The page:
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Dory and the Weathermen release their version of Come Together to the world

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Allan Wilson, guitarist  of Dory and the  Weathermen is tickled by technology and the fact that their new single — a twangy cover of the Beatles’ hit “Come Together” can be heard all over the world.Dory and the Weathermen playing a local fundraiser. Photo by Richard Amery
 It is their first release with the new lineup for the band that used to be known as Moondancer.

“We chose it because you can hear all six of us. We like to create a different arrangement that is our own,” he continued adding they were performing it live  for a  year and a half before recording it.

“ We have three sets of material to choose from,” he said adding  they felt  “Come Together” best reflected the talents of the band members.

 The band added the new members after previous members Brad Gillespie  and Darrell Croft left the band due to family and work commitments. They always wanted a keyboardist, so substitute teacher Wilson found University of Lethbridge professor Bruce MacKay through fellow G.S. Lakie school band teacher Don Ponech.

 Shortly after they lost their lead guitarist so Wilson made some inquiries at Long And McQuade where Bill Weiler overheard him and followed him to King of Trade where Wilson was making further inquiries. Approximately two years ago, bassist Gerry Clewes joined the core of Allan Wilson, Dory Rossiter and Keith Duff.

 “ We wanted to change the name to  reflect our new members and Dory  finally let us use her name,” Wilson said.
Moondancer recorded an album “It’s A Marvellous Night” a couple years ago and a single and video  for “Will You Still Love Me Tomorrow,” which got over 11,000 hits on Youtube from 49 different countries including Australia and all over Europe.

“It’s really, really enjoyable and fulfilling to see that,” he said he is always impressed with the compliments the band receives.

“ I think it's a so cool that a little band from Lethbridge can record in a studio  at  the University of Lethbridge and be seen all over the world. That's awesome. So awesome,” Wilson enthused.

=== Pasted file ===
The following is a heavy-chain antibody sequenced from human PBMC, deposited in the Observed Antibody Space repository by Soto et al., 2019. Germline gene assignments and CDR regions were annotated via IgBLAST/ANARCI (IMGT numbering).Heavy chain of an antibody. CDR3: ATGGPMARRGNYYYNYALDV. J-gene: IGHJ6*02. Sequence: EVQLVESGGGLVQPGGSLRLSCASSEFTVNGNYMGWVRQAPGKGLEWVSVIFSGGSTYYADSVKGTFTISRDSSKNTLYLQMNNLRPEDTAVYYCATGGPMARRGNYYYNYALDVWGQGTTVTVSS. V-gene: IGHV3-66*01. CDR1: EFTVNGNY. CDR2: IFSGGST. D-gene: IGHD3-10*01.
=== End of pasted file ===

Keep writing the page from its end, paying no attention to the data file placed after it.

Because they recorded and released a cover for sale, they have to pay royalties through the Harry Fox  Agency in the United States.

 Wilson said it is  9.1 cents per digital download.
“It speaks to how much the music business has changed. 40 years ago you would have had to be with a record company or got to Toronto or Nashville or Los Angeles,” he said adding anybody can record a song and sell it online through places like or iTunes.

Dory and the Weathermen, play a variety of gigs — totally free shows for causes like The Special Olympics and  the Lethbridge Food Bank, for whom they played in February and raised $8,000 for them.

 They also play assorted fundraisers for an honourarium and paid gigs plus corporate gigs including one planned in the Crowsnest Pass and A Christmas  gig in Lethbridge.

The popular Lethbridge cover and party band have several local shows coming up.

 On Sept. 19 they are playing a new venue in Coaldale called the Eastern Bloc, formerly  the Coaldale Motor Inn. There is no cover for the show, which begins at approximately 8 p.m. They are also playing for a variety of good causes including Face Off With Cancer, Sept. 4,  in the Enmax Centre Lounge, Sept. 20 for a Knights of Columbus (125 13th St. North) fundraiser,  the Children's Wish Foundation Pumpkin Festival, Sept. 27 at the garden centre for Green Haven store (east of Lethbridge off Highway 3) 11 a.m. -4 p.m.  and Run For the Cure at Exhibition park on Oct. 5 at approximately 10 a.m.

A version of this story appears in the Sept. 10, 2014 edition of the Lethbridge Sun Times
— By Richard Amery, L.A. Beat Editor
Last Updated ( Monday, 15 September 2014 09:32 )  
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